As Brady points out, information-costs theorists acknowledge that standardization involves tradeoffs: Standardization reduces transaction costs by making information easier to interpret across a broad audience, but customized information is more capable of being tailored to the needs and preferences of smaller communities.
Therefore, not surprisingly, she demonstrates that standardization became more important as the populations of the colonies grew, diversified, and became more mobile—and land became more scarce. The colonies, and later the fledgling federal government, sought to standardize the system of land demarcation in order to minimize disputes and facilitate land transactions.
Brady argues that this forgotten history of metes and bounds calls into question the dominant assumption that standardization is an important prerequisite to economic growth. Instead, she argues, customization and standardization can both be rational growth strategies at different periods of time. Perhaps—but what struck me about the article was that the metes-and-bounds system worked in the early colonial experience in large part because growth and mobility—at least not as we understand these terms today—were not the point of land records.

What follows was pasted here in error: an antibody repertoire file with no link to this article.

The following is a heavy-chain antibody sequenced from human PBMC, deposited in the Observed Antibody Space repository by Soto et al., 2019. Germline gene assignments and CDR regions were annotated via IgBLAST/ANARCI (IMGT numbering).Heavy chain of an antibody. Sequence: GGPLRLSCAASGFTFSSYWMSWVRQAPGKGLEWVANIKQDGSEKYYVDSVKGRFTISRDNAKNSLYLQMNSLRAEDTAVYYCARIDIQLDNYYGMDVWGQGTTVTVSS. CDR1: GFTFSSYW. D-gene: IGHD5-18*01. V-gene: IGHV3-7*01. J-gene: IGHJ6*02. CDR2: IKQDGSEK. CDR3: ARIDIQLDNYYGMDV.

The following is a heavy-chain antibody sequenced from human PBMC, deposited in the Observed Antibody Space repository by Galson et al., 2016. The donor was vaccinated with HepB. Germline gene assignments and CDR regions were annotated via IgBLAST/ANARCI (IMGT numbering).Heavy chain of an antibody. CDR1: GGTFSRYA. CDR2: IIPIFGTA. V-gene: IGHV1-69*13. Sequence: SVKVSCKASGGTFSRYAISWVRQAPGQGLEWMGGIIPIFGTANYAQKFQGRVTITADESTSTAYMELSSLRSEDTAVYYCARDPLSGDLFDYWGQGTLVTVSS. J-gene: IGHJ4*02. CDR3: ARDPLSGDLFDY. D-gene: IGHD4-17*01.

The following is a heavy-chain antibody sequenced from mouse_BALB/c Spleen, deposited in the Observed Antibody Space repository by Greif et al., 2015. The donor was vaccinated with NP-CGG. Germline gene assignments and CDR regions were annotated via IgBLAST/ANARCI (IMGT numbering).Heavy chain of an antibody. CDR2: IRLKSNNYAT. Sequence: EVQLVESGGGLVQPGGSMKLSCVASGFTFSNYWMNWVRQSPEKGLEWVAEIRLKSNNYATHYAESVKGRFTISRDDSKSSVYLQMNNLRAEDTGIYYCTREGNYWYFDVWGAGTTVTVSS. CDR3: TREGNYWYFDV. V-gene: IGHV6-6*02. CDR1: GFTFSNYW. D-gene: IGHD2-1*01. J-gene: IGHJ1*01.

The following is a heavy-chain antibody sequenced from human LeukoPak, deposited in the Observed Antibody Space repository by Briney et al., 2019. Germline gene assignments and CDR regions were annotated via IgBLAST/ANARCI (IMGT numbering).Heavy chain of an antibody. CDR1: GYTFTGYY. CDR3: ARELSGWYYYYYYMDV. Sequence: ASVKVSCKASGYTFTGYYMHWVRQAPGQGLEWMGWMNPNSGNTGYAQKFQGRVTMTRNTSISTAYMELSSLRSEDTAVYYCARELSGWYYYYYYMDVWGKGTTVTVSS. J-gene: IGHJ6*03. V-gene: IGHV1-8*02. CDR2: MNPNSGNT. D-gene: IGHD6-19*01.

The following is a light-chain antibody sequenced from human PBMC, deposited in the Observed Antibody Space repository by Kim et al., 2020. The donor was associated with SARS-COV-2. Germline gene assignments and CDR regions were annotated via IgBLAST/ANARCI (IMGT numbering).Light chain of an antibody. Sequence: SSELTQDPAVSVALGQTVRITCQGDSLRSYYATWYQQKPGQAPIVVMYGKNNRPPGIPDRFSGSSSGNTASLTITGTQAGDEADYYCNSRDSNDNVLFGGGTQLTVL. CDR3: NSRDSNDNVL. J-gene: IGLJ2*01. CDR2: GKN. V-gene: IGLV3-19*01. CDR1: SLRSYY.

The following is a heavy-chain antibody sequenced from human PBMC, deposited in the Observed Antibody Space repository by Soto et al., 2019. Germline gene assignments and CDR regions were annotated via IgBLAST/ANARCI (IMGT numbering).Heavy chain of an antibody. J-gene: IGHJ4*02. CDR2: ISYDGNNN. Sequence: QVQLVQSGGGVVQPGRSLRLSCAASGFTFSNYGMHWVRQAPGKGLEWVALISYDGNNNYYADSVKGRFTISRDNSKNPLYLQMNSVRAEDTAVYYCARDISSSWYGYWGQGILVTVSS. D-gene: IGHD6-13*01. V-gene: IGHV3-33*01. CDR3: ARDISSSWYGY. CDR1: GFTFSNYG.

Of course, the American colonies were engines of imperial growth, emigration to the colonies represented mobility on a massive scale, and the readily available land on the shores of North America provided unprecedented economic opportunity for British colonists. (By the mid-eighteenth century, Americans were approximately three inches taller than their European counterparts!)
But, Brady’s account also reminds us of a time when property was more than just a commodity, when mobility was not necessarily the end-goal of life, and when communal bonds mattered far more than they do today. Reading it, I was reminded of Andrew Sullivan’s surprisingly positive essay reviewing my colleague, Patrick Deneen’s best-selling book, Why Liberalism Failed (2018). The title to the essay? “The World is Better than Ever. Why are We Miserable?”